Courtly Love was practiced during the Middle Ages and originated in France, around the time of the First Crusade, in 1099. From there, Eleanor of Aquitaine (famous for first being Queen of France, and then, via a second marriage, Queen of England) was responsible for bringing the idea to England, where it was practised in English courts from the 1300s to the 1500s.
Marriage was considered successful if the match brought material advantage to oneself and one’s family. Since at the time marriage had little to do with love, courtly love was also a way for nobles to express the love not found in their marriage. One’s need for romance could be found outside marriage – as long as the rules relating to chastity and fidelity were strictly adhered to.
Courtly Love followed strict rules, combined with the Code of Chivalry, and allowed knights and ladies to show their admiration for another regardless of their marital state. It was not uncommon for a married lady to give a token to a knight of her choice to be worn during a medieval tournament. Whilst rules existed, often the parties, who started their relationship with such elements of courtly love, would become deeply involved. In the Legend of King Arthur, his own Queen (Guinevere) fell in love with Sir Lancelot.
The Rules of Courtly Love
The following rules and elements of Courtly Love during the Middle Ages were written by the 12th Century Frenchman, Andreas Capellanus, in De Arte Honeste Amandi (The Art of Courtly Love), which included the following 31 Rules of Courtly Love. The rules demonstrate how playing this ‘game’ could lead to all kinds of problems within the court circle.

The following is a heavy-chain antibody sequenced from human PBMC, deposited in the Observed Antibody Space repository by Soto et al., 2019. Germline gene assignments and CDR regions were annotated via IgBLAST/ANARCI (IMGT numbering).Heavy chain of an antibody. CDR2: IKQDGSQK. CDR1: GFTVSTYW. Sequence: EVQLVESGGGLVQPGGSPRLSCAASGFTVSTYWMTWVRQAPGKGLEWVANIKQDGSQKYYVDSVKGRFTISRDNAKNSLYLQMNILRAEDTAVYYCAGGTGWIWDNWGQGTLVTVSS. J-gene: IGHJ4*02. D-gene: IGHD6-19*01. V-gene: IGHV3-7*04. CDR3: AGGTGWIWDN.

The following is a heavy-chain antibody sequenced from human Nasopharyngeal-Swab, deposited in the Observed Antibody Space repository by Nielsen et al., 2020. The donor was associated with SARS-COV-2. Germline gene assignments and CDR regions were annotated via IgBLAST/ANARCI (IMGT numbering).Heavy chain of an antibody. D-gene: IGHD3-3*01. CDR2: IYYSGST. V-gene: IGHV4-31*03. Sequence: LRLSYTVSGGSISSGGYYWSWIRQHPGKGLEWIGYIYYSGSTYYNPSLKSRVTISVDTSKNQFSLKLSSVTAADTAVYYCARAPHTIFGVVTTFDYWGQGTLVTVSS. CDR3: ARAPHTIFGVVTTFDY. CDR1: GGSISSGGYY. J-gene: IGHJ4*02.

- Marriage is no real excuse for not loving
- He who is not jealous cannot love
- No one can be bound by a double love
- It is well known that love is always increasing or decreasing
- That which a lover takes against the will of his beloved has no relish
- Boys do not love until they arrive at the age of maturity
- When one lover dies, a widowhood of two years is required of the survivor
- No one should be deprived of love without the very best of reasons
- No one can love unless he is impelled by the persuasion of love
- Love is always a stranger in the home of avarice
- It is not proper to love any woman whom one would be ashamed to seek to marry
- A true lover does not desire to embrace in love anyone except his beloved
- When made public love rarely endures
- The easy attainment of love makes it of little value; difficulty of attainment makes it prized
- Every lover regularly turns pale in the presence of his beloved
- When a lover suddenly catches sight of his beloved, his heart palpitates
- A new love puts to flight an old one
- Good character alone makes any man worthy of love
- If love diminishes, it quickly fails and rarely revives
- A man in love is always apprehensive
- Real jealousy always increases the feeling of love
- Jealousy, and therefore love, are increased when one suspects his beloved
- He whom the thought of love vexes eats and sleeps very little
- Every act of a lover ends in the thought of his beloved
- A true lover considers nothing good except what he thinks will please his beloved
- Love can deny nothing to love
- A lover can never have enough of the solaces of his beloved
- A slight presumption causes a lover to suspect his beloved
- A man who is vexed by too much passion usually does not love
- A true lover is constantly and without intermission possessed by the thought of his beloved
- Nothing forbids one woman being loved by two men or one man by two women
After reading the Rules of Courtly Love, answer the following questions:
- Which rules do you agree or disagree with?
- As a class read Act 1, scene 1 line 119 (“Benedick, didst thou note the daughter of Signor Leonato?”) to the end of the scene.
- In pairs find evidence that Claudio is following the rules of courtly love.
- Identify what rules of courtly love might still exist today, and, which are considered not appropriate today and why.
- Write “The twelve modern rules of love.”
- Share your new rules with your class, noting similarities or differences to one another’s lists. How do your lists differ from the original Courtly Love rules?